Berkeley physician opens practice focused on aid-in-dying

Lonny Shavelson is consulting with doctors who have questions about California's "End of Life Option Act." He will also see patients after the law takes effect next week. (PhotoWords.com)
Lonny Shavelson (foreground) is consulting with doctors who have questions about California’s ‘End of Life Option Act.’ He will also see patients after the law takes effect next week. Photo: PhotoWords.com

By Lisa Aliferis /  KQED News

Few people have the unusual set of professional experiences that Lonny Shavelson does. He worked as an emergency room physician in Berkeley for years — while also working as a journalist. He has written several books and takes hauntingly beautiful photographs.

Now he’ll add another specialty. Just as California’s End of Life Option Act, a law legalizing physician aid-in-dying for people who are terminally ill, is set to take effect next week, Shavelson has become a consultant aimed at answering questions from physicians and patients about the practice — even becoming a physician to terminally ill patients seeking to end their lives.

I first met Shavelson in 1996 as I was covering the reaction to Oregon voters’ approval of Measure 16, the state’s Death with Dignity Act.


Oregon was the first state to approve the practice, and in 1996 the law was held up in court. I turned to Shavelson as he had published A Chosen Death, a moving book following five terminally ill people over two years as they determined whether to amass drugs on their own and end their lives at a time of their choosing. He was present at the death of all of them.

The wall of Lonny Shavelson’s office, lined with covers of the books he has written. (Lisa Aliferis/KQED)
The wall of Lonny Shavelson’s office, lined with covers of the books he has written. Photo: Lisa Aliferis/KQED

He followed the issue of assisted suicide closely for several years more, but ultimately moved on to other major projects — among them a book about addiction and a documentary about people who identify as neither male nor female.

Then, last fall, came the surprising passage of California’s End of Life Option Act, giving terminally ill adults with six months to live the right to request lethal medication to end their lives. The law takes effect June 9.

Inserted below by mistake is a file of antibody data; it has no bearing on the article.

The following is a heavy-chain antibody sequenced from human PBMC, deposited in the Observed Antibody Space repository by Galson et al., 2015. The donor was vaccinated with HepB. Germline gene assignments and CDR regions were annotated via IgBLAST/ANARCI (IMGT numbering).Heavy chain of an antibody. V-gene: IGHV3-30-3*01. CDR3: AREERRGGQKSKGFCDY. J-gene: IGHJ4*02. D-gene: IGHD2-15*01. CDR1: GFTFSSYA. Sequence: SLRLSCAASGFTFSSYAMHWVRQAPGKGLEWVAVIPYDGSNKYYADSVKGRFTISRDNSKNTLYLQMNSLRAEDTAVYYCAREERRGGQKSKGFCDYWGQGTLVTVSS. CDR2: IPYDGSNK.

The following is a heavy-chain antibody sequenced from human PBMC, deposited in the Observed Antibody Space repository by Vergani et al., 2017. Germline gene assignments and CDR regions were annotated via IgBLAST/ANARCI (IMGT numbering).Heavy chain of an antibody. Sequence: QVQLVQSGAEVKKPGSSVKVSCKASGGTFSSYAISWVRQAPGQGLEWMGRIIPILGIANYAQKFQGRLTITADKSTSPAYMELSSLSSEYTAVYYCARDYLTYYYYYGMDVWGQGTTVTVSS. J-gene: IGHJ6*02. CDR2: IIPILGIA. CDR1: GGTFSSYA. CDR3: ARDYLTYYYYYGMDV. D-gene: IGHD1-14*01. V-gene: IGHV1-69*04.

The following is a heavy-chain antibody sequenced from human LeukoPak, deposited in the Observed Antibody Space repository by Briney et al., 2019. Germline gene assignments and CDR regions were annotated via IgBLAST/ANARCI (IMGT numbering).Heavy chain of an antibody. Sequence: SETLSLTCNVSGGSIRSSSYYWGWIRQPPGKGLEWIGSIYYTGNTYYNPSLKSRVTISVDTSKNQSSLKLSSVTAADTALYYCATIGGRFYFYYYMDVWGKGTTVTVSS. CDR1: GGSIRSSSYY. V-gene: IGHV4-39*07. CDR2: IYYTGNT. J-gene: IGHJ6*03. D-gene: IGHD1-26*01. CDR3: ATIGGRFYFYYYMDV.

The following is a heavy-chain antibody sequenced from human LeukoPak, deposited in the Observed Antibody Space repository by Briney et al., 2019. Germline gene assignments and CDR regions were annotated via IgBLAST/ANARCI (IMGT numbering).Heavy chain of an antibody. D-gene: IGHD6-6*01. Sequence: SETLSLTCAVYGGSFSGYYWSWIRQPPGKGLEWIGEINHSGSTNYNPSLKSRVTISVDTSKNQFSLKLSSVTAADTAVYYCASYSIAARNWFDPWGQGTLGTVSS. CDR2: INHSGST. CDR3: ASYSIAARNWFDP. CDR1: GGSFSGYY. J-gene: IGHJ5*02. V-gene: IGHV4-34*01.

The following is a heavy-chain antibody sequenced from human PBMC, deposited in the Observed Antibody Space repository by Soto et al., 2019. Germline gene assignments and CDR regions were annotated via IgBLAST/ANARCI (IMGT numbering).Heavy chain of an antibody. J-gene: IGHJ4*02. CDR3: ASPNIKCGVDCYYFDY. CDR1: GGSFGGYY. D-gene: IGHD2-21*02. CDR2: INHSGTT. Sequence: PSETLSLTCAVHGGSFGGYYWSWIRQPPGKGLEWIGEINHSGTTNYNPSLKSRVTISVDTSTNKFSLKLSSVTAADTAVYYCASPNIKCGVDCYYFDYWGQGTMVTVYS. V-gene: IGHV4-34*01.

Shavelson decided he had to act, although he feels “quite guilty” about having been away from the issue while others pushed it forward.

“Can I just sit back and watch?” Shavelson told me from his cottage office in his backyard in Berkeley. “This is really an amazing opportunity to be part of establishing policy and initiating something in medicine. This is a major change … [that] very, very few people know anything about and how to do it.”

His website, Bay Area End of Life Options, went up in April, and he’s outlined the law at “grand rounds” at several Bay Area hospitals this spring. His practice will be focused on consulting not only with physicians whose patients request aid-in-dying, but also with patients themselves, including offering care to patients who choose him as their “attending end-of-life physician,” as he indicates on his site.

Shavelson is adamant that this is “something that has to be done right.” To him, that means starting every patient encounter with a one-word question: “Why?”

“In fact, it’s the only initial approach that I think is acceptable. If somebody calls me and says, ‘I want to take the medication,’ my first question is, why? Let me talk to you about all the various alternatives and all the ways that we can think about this,” he predicts he will say.

Shavelson worries that patients may seek aid-in-dying because they are in pain, so first, he would like all his patients to be enrolled in hospice care.

“This can only work when you’re sure that the patients have been given the best end-of-life care, which to me is most guaranteed by being a part of hospice or at least having a good palliative care physician. Then this is a rational decision. If you’re doing it otherwise, it’s because of lack of good care.”

Renee Sahm, one of five terminally ill people followed by Lonny Shavelson in his 1995 book “A Chosen Death.” (Courtesy: Lonny Shavelson)